The Gigabyte UD750GM is a decent PSU, but you won't see it among the best PSUs because for $10 to $20 dollars more, someone can get the top-performing Corsair RM750x (2021) and the EVGA SuperNOVA 750 G6.
We have already reviewed the 1000W member of the UD family, featuring a PCIe 12+4 pin connector, and we thought to also take a look at the smallest member of the lineup with 750W max power. The UD750GM is the successor of the P750GM, the first versions of which had severe reliability issues. Gigabyte released later upgraded versions of the P750GM and P850GM units. Still, there was no way to distinguish them from the older ones, and given the low popularity of these models, the best way was to introduce a new line, the UD one, which uses the upgraded P-GM platform.
The Gigabyte UD750GM uses a fully modular cable design, and it is Gold certified by 80 PLUS. In the Cybenetics scale, it achieves Platinum and Standard++ in efficiency and noise, respectively. The MEIC platform it uses is efficient and looks to have solved all reliability issues. A little bit too late, though. The 120 mm fan uses a rifle-bearing fan instead of the advertised hydro dynamic, and the warranty is long enough at five years.
|Max. DC Output||750W|
|Efficiency||80 PLUS Gold, Cybenetics Platinum (89-91%)|
|Noise||Cybenetics Standard++ (30-35 dB[A])|
|Intel C6/C7 Power State Support||✓|
|Operating Temperature (Continuous Full Load)||0 - 40°C|
|Over Voltage Protection||✓|
|Under Voltage Protection||✓|
|Over Power Protection||✓|
|Over Current (+12V) Protection||✓|
|Over Temperature Protection||✓|
|Short Circuit Protection||✓|
|Inrush Current Protection||✓|
|Fan Failure Protection||✗|
|No Load Operation||✓|
|Cooling||120 mm Rifle Bearing Fan (D12SH-12)|
|Dimensions (W x H x D)||150 x 85 x 140 mm|
|Weight||1.42 kg (3.13 lb)|
|Form Factor||ATX12V v2.31, EPS 2.92|
|Rail||Row 0 - Cell 1||3.3V||5V||12V||5VSB||-12V|
|Row 2 - Cell 0||Watts||Row 2 - Cell 2||105||732||15||3.6|
|Total Max. Power (W)||Row 3 - Cell 1||Row 3 - Cell 2||750||Row 3 - Cell 4||Row 3 - Cell 5||Row 3 - Cell 6|
Cables & Connectors
|Description||Cable Count||Connector Count (Total)||Gauge||In Cable Capacitors|
|ATX connector 20+4 pin (610mm)||1||1||18AWG||No|
|4+4 pin EPS12V (600mm)||2||2||18AWG||No|
|6+2 pin PCIe (600mm+150mm)||2||4||18AWG||No|
|4-pin Molex (500mm+115mm+115mm) / FDD (+150mm)||1||3 / 1||18AWG||No|
|AC Power Cord (1400mm) - C13 coupler||1||1||16AWG||-|
The PSU includes all of connectors to deliver its full power without any problems, though it is weird that the ATX cable is longer than the EPS ones. Usually, it is the other way around. Moreover, there is no need for a floppy (FDD) connector. They could install a 4-pin Molex instead and provide a Molex to FDD adapter for users still needing this old connector. Lastly, it would be nice to have a 150 mm distance between the 4-pin Molex connectors, which is the case for the SATA ones.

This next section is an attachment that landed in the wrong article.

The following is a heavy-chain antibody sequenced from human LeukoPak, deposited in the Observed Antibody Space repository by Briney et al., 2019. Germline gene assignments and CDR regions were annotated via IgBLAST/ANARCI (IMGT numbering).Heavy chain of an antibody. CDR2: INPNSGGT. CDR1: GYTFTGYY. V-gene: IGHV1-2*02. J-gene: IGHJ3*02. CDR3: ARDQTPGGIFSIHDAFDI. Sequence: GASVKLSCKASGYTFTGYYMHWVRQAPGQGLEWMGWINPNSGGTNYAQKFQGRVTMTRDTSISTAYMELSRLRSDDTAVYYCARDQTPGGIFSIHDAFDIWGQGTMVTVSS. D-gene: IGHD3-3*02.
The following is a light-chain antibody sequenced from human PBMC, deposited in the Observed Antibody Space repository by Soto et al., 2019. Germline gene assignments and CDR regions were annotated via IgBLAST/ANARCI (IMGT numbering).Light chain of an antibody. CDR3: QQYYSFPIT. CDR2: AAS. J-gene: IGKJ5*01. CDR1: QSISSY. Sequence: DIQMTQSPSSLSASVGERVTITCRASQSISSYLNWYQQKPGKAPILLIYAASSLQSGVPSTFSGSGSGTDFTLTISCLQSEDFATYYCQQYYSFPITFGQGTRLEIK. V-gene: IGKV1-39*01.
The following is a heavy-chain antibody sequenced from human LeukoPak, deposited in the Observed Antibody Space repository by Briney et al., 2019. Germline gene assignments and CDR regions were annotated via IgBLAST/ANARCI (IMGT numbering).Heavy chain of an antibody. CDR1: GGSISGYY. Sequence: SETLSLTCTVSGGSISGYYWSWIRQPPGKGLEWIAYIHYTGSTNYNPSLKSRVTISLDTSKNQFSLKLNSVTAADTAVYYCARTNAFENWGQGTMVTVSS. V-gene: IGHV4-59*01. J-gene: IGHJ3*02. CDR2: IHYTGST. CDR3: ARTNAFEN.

We strongly encourage you to have a look at our PSUs 101 article, which provides valuable information about PSUs and their operation, allowing you to better understand the components we're about to discuss.
|PCB Type||Double Sided|
|Transient Filter||4x Y caps, 2x X caps, 2x CM chokes, 1x MOV, 1x Chipown PN8200 (Discharge IC)|
|Inrush Protection||NTC Thermistor & Relay|
|Bridge Rectifier(s)||2x GBU1506 (800V, 15A @ 100°C)|
|APFC MOSFETs||2x NCE Power NCE65TF099F (650V, 24A @ 100°C, Rds(on): 0.109Ohm)|
|APFC Boost Diode||1x JF SC0665 (650V, 6A @ 175°C)|
|Bulk Cap(s)||1x Nippon Chemi-Con (400V, 680uF, 2,000h @ 105°C, KMW)|
|Main Switchers||2x NCE Power NCE65TF099F (650V, 24A @ 100°C, Rds(on): 0.109Ohm)|
|APFC Controller||Champion CM6500UNX|
|Resonant Controller||Champion CM6901X|
Primary side: APFC, Half-Bridge & LLC converter|
Secondary side: Synchronous Rectification & DC-DC converters
|+12V MOSFETs||no info|
|5V & 3.3V||DC-DC Converters: 4x Alpha & Omega AON6354 (30V, 52A @ 100°C, Rds(on): 4.4mOhm)|
PWM Controllers: 2x uPI-Semi uP9303B
|Supervisor IC||Weltrend WT7502R (OVP, UVP, SCP, PG)|
|Fan Model||Yate Loon D12SH-12 (120 mm, 12V, 0.30A, Rifle Bearing Fan)|
|Rectifier||1x JF Semiconductor SP10U45L SBR (45V, 10A)|
|Standby PWM Controller||PR8109T|
The platform is provided by MEIC, which had a tricky entry into the desktop PSU design with the P-GM series. MEIC is mainly known for its power adapters. To the best of our knowledge, Gigabyte is the first to use this OEM for desktop PSUs. The design is clean, and the heatsinks are large enough to cope with the thermal loads. The soldering quality is excellent, but the parts that Gigabyte used are not among the best, especially the cooling fan.
The transient filter is complete. Besides an MOV and an NTC thermistor and relay combo, we also found a discharge IC to restrict energy losses on the X caps.
The pair of bridge rectifiers can handle up to 30A combined.
The APFC converter uses two NCE Power FETs and a single boost diode. The bulk cap is by Chemi-Con.
The main FETs are installed in a half-bridge topology. An LLC resonant converter is also used to boost efficiency.
We couldn't identify the 12V FETs without desoldering the heat sinks, which could damage them, and we needed the PSU to be fully operational in case we need to retest it in the future.
The filtering caps are by Lelon. On paper, their specs are top-notch, but I'm typically skeptical of lesser-known manufacturers. Recent problems in capacitor manufacturing so getting hold of high-quality caps is challenging, if not impossible.
The standby PWM controller is a PR8109T IC.
On the face of the modular board we find several electrolytic and polymer caps.
The main supervisor IC is a Weltrend WT7502R.
Soldering quality is excellent.
We are not fond of Yate Loon fans. Gigabyte should use another brand for the cooling fan, one of the most critical parts of a PSU.
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